Data Scientist, Data Engineer & Other Data Careers, Explained
In this article, we will have a look at five distinct data careers, and hopefully provide some advice on how to get one's feet wet in this convoluted field.
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The data-related career landscape can be confusing, not only to newcomers, but also to those who have spent time working within the field.
Focusing on newcomers, however, I find from requests that I receive from those interested in join the data field in some capacity that there is often (and rightly) a general lack of understanding of what it is one needs to know in order to decide where it is that they fit in. In this article, we will have a look at five distinct data career archetypes, and hopefully provide some advice on how to get one's feet wet in this vast, convoluted field.
We will focus solely on industry roles, as opposed to those in research, as not to add an additional layer of complication. We will also omit executive level positions such as Chief Data Officer and the like, mostly because if you are at the point in your career that this role is an option for you, you probably don't need the information in this article.
So here are 5 data career archetypes, replete with descriptions and information on what makes them distinct from one another.
The data architect focuses on engineering and managing data stores and the data that reside within them.
The data architect is concerned with managing data and engineering the infrastructure which stores and supports this data. There is generally little to no data analysis needing to take place in such a role (beyond data store analysis for performance tuning), and the use of languages such as Python and R is likely not necessary. An expert level knowledge of relational and non-relational databases, however, will undoubtedly be necessary for such a role. Selecting data stores for the appropriate types of data being stored, as well as transforming and loading the data, will be necessary. Databases, data warehouses, and data lakes; these are among the storage landscapes that will be in the data architect's wheelhouse. This role is likely the one which will have the greatest understanding of and closest relationship with hardware, primarily that related to storage, and will probably have the best understanding of cloud computing architectures of anyone else in this article as well.
SQL and other data query languages — such as Jaql, Hive, Pig, etc. — will be invaluable, and will likely be some of the main tools of an ongoing data architect's daily work after a data infrastructure has been designed and implemented. Verifying the consistency of this data as well as optimizing access to it are also important tasks for this role. A data architect will have the know-how to maintain appropriate data access rights, ensure the infrastructure's stability, and guarantee the availability of the housed data.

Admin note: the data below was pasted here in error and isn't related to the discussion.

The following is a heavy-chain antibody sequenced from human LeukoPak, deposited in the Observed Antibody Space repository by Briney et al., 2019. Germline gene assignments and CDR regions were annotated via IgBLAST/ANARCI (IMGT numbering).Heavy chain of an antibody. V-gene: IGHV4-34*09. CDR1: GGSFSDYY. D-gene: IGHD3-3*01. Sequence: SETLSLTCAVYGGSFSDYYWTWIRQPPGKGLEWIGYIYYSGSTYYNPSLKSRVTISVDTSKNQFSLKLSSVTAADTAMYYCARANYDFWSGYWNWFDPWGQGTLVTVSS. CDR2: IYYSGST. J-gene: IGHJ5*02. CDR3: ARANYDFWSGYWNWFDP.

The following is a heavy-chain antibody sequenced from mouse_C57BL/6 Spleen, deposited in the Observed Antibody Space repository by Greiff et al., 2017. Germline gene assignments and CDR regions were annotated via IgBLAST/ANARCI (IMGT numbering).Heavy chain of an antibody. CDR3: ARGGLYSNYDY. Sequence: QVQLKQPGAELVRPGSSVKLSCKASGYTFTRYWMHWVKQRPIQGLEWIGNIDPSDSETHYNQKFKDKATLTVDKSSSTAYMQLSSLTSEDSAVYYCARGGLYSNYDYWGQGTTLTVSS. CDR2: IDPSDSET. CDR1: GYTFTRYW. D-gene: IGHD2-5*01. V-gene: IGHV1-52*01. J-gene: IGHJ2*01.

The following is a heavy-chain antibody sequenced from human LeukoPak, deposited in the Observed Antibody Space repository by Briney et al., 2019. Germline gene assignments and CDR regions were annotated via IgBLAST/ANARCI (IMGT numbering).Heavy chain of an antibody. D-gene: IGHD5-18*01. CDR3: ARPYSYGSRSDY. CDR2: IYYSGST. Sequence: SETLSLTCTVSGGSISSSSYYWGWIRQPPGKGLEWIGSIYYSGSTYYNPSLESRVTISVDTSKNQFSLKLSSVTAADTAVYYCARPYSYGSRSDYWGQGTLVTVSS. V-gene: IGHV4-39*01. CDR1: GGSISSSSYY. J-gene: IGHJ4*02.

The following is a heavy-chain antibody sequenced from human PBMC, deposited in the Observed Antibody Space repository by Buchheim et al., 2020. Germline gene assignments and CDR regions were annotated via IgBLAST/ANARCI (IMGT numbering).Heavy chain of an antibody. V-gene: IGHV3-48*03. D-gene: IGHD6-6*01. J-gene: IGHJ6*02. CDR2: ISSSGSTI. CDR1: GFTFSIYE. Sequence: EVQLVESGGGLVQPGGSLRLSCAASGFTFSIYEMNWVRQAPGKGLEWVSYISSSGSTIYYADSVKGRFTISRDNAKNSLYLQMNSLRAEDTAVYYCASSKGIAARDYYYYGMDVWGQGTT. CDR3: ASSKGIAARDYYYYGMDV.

This is differentiated from the data engineer role by focus: while a data engineer is concerned with building and maintaining data pipelines (see below), the data architect is focused on the data itself. There may be overlap between the 2 roles, however: ETL; any task which could transform or move data, especially from one store to another; starting data on a journey down a pipeline.
Like other roles in this article, you might not necessarily see a "data architect" role advertised as such, and might instead see related job titles, such as:
- Database Administrator
- Spark Administrator
- Big Data Administrator
- Database Engineer
- Data Manager
The data engineer focuses on engineering and managing the infrastructure which supports the data and data pipelines.
What is the data infrastructure? It's the collection of software and storage solutions that allow for the retrieval of data from a data store, the processing of data in some specified manner (or series of manners), the movement of data between tasks (as well as the tasks themselves), as data is on its way to analysis or modeling, as well as the tasks which come after this analysis or modeling. It's the pathway that the data takes as it moves along its journey from its home to its ultimate location of usefulness, and beyond. The data engineer is certainly familiar with DataOps and its integration into the data lifecycle.